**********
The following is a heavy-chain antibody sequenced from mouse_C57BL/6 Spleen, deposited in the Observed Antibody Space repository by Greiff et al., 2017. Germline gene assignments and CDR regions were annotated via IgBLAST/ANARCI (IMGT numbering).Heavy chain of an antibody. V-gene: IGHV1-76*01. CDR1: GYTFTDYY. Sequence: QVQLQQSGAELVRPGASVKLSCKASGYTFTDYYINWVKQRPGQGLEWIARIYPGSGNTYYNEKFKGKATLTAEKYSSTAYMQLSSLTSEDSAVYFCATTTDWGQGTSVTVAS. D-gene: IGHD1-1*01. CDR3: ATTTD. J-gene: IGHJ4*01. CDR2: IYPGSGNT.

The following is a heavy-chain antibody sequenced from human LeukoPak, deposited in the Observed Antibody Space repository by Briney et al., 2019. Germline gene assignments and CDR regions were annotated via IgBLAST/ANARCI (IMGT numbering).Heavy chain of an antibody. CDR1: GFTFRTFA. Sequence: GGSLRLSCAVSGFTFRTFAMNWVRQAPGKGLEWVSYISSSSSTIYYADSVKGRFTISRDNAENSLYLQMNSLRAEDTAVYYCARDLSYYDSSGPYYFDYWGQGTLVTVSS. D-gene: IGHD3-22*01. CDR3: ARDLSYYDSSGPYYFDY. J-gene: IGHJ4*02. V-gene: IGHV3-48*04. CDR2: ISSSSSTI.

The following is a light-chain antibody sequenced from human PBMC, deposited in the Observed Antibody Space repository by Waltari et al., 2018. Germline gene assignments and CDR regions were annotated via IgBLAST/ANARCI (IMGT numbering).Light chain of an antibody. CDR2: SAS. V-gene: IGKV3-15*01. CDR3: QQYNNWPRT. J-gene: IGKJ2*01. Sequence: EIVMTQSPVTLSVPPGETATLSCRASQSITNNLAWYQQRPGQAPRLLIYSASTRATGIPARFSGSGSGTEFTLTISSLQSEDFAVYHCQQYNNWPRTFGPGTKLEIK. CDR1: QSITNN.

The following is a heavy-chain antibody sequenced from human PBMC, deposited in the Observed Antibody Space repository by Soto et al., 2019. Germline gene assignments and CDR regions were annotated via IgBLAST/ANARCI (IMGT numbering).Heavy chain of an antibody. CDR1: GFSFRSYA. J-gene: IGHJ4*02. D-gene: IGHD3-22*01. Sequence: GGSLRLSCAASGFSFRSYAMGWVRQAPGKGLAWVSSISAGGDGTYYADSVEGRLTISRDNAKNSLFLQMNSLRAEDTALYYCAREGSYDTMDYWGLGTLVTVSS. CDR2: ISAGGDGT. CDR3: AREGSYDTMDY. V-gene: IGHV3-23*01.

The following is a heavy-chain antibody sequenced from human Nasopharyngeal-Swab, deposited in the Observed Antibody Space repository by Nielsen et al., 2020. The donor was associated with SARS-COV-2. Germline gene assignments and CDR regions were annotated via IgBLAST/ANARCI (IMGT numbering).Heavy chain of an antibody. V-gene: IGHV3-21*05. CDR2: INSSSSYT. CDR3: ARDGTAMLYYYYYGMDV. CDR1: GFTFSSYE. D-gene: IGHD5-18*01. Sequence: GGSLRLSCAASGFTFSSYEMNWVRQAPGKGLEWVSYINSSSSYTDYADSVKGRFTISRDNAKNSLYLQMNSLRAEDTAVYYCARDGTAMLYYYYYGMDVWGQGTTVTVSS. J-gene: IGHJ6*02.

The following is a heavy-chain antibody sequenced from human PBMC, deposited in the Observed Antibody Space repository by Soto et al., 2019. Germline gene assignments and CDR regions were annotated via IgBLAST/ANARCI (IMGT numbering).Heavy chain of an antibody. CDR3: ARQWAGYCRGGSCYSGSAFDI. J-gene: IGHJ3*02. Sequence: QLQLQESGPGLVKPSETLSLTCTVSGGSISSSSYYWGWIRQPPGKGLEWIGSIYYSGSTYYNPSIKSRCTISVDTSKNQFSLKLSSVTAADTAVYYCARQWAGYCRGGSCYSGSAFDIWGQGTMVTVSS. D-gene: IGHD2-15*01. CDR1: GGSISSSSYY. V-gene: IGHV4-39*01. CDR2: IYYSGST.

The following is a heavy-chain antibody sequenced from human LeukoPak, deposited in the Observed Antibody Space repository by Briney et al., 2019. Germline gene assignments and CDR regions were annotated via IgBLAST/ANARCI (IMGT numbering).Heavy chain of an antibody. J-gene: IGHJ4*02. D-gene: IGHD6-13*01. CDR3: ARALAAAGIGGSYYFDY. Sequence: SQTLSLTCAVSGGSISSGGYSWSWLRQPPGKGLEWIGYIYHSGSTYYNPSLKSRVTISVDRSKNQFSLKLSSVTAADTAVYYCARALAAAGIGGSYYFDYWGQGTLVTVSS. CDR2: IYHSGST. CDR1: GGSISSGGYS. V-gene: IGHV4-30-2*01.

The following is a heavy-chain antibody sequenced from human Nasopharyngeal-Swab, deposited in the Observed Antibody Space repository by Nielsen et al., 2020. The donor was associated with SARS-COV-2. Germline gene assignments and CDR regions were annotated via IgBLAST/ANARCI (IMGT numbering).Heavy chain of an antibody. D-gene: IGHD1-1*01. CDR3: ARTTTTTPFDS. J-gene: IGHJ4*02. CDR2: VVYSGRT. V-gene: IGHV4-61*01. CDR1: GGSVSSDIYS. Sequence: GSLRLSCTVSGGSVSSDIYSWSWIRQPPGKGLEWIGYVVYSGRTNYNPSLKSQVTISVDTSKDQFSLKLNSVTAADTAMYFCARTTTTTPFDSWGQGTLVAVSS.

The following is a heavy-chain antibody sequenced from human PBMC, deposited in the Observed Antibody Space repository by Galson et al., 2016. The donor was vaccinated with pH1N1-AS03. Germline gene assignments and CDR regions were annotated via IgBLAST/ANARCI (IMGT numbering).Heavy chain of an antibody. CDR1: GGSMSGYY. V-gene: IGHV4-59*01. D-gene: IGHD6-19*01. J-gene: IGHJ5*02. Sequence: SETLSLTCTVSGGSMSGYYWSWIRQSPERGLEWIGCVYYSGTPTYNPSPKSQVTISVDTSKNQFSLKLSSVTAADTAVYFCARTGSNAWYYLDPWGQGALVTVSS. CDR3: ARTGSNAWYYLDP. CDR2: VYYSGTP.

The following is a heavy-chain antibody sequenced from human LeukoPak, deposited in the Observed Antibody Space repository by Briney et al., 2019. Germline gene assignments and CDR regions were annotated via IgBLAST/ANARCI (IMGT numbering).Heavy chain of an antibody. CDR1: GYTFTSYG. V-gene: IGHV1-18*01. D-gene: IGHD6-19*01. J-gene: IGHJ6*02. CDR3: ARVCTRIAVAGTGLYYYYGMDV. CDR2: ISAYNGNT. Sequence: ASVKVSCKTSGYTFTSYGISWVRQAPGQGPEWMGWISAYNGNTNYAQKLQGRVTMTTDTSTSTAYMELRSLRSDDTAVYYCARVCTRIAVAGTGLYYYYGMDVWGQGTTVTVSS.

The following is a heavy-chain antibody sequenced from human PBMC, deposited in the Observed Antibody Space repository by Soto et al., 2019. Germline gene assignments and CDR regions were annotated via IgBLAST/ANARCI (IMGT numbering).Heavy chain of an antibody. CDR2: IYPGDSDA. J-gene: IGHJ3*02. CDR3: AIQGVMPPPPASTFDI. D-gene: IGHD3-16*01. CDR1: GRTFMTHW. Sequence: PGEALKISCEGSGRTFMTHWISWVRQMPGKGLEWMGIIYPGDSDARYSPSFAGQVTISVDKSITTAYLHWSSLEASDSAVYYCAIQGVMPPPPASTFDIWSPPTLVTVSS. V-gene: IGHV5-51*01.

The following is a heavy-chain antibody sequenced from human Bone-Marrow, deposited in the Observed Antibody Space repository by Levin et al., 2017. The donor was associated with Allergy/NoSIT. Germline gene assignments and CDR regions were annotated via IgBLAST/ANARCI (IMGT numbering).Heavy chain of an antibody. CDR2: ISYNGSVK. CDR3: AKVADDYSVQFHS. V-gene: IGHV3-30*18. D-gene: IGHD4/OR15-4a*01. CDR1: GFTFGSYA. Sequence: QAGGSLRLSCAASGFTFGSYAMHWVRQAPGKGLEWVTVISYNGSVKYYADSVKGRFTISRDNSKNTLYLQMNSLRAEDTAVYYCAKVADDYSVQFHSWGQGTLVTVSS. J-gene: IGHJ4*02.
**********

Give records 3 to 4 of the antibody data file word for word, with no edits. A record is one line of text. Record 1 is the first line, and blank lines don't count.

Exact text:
The following is a light-chain antibody sequenced from human PBMC, deposited in the Observed Antibody Space repository by Waltari et al., 2018. Germline gene assignments and CDR regions were annotated via IgBLAST/ANARCI (IMGT numbering).Light chain of an antibody. CDR2: SAS. V-gene: IGKV3-15*01. CDR3: QQYNNWPRT. J-gene: IGKJ2*01. Sequence: EIVMTQSPVTLSVPPGETATLSCRASQSITNNLAWYQQRPGQAPRLLIYSASTRATGIPARFSGSGSGTEFTLTISSLQSEDFAVYHCQQYNNWPRTFGPGTKLEIK. CDR1: QSITNN.

The following is a heavy-chain antibody sequenced from human PBMC, deposited in the Observed Antibody Space repository by Soto et al., 2019. Germline gene assignments and CDR regions were annotated via IgBLAST/ANARCI (IMGT numbering).Heavy chain of an antibody. CDR1: GFSFRSYA. J-gene: IGHJ4*02. D-gene: IGHD3-22*01. Sequence: GGSLRLSCAASGFSFRSYAMGWVRQAPGKGLAWVSSISAGGDGTYYADSVEGRLTISRDNAKNSLFLQMNSLRAEDTALYYCAREGSYDTMDYWGLGTLVTVSS. CDR2: ISAGGDGT. CDR3: AREGSYDTMDY. V-gene: IGHV3-23*01.